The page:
The perfect staff: How to keep your practice on track

October 1, 2006

If your turnover on a rolling 3-year average reaches 20%, you will need to explore how you contribute to this.

In this second installment, you'll learn how to set benchmarks that will keep your office on track with other urology practices, and you'll find tips to help you stay headed in the right direction.

Set benchmarks to succeed

That being said, there are two key benchmarks that will clarify whether you are on target with your peers. The first is the percentage of income spent on expenses related to full-time staff (ie, salary and benefits). One size may not fit all, but if your numbers for staff and staff compensation fluctuate from year to year, take a closer look. These numbers, as shown in the table, are based on national averages per full-time urologist.

The second key benchmark is your turnover rate. If your turnover on a rolling 3-year average reaches 20%, you will need to explore how you contribute to this. Are you hiring the wrong people? Are you failing to provide new employees with the training, resources, and support they need? Does the culture in your practice fail to encourage employees and appreciate their contribution to it?

Assess your staff

Most of you have probably heard about the old 80/20 rule: Managers spend 80% of their time dealing with 20% of the employees: the ones with bad attitudes who don't do their share of the work, are irresponsible or disrespectful, or who don't follow rules. You don't have the time to dedicate to these employees, so don't do it!

When an employee's performance is slipping and his or her attitude is poor, give the person an opportunity to improve, but hold to your high standards and do not waiver. If the employee has skills you need, but isn't committed to the practice or doesn't fit in, it's best to deal with it as soon as possible. It doesn't take long for such an employee to affect the attitudes and performance of other staff members.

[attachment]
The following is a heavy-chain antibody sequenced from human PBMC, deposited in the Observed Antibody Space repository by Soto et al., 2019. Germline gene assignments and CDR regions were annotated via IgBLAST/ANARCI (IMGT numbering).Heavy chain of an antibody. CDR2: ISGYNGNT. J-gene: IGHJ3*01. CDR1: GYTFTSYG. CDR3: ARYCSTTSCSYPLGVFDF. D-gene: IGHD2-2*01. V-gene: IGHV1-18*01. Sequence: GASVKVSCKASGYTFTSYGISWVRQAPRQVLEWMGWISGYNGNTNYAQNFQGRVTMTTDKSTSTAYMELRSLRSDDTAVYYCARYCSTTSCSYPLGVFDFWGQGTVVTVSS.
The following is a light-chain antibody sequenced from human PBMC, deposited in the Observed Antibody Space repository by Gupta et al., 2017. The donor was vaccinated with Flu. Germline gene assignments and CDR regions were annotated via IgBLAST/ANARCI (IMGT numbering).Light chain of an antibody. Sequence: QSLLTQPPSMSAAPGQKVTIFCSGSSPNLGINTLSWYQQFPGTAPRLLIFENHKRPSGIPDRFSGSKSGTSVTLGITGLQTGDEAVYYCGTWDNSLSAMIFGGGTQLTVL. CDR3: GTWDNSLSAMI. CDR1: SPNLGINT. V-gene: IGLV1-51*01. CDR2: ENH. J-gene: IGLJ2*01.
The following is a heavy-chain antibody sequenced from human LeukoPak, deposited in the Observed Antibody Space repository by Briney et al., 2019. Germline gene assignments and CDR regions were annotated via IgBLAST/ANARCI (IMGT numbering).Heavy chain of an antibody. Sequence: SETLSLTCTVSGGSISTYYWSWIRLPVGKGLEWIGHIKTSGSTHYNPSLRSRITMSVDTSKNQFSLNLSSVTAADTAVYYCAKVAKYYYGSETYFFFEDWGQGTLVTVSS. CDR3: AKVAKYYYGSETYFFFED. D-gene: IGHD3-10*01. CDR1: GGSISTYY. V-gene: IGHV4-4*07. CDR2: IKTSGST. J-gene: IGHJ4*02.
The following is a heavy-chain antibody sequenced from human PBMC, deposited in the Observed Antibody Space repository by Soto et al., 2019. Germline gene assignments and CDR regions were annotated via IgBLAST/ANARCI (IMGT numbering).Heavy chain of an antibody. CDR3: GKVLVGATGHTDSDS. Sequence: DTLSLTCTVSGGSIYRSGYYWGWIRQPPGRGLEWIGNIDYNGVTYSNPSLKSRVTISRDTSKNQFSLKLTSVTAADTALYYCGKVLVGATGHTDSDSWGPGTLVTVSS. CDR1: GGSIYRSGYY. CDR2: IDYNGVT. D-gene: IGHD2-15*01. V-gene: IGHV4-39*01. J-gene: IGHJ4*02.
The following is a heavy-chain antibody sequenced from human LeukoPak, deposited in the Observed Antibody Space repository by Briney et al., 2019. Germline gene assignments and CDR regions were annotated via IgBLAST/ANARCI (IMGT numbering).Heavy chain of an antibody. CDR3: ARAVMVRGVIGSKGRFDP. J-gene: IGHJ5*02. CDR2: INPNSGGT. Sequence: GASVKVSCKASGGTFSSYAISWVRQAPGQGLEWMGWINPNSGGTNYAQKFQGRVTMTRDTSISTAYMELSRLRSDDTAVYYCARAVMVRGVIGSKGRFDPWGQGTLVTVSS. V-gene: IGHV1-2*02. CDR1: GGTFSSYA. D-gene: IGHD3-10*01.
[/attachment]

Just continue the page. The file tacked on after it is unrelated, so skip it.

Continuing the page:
When performance problems emerge, begin the formal process of resolution. First, issue a verbal warning, outlining the unacceptable actions and clearly defining how and when they must be resolved. If, after this, the employee does not meet established performance criteria, proceed to a formal write-up and disciplinary action, letting the employee know the seriousness of his or her actions and the consequences of not resolving the performance issue. Set a time frame for resolution, and hold the employee accountable. If the employee does not hit the mark, proceed to the final step, termination.

I am surprised by how many managers and physicians stall at the second tier. They warn the employee, but fail to follow up with termination when the problem is unresolved. When you do this, you give the employee permission to continue the offending actions. It is unfair to other employees and compromises morale and productivity. It is your responsibility to create a no-tolerance policy for unacceptable performance.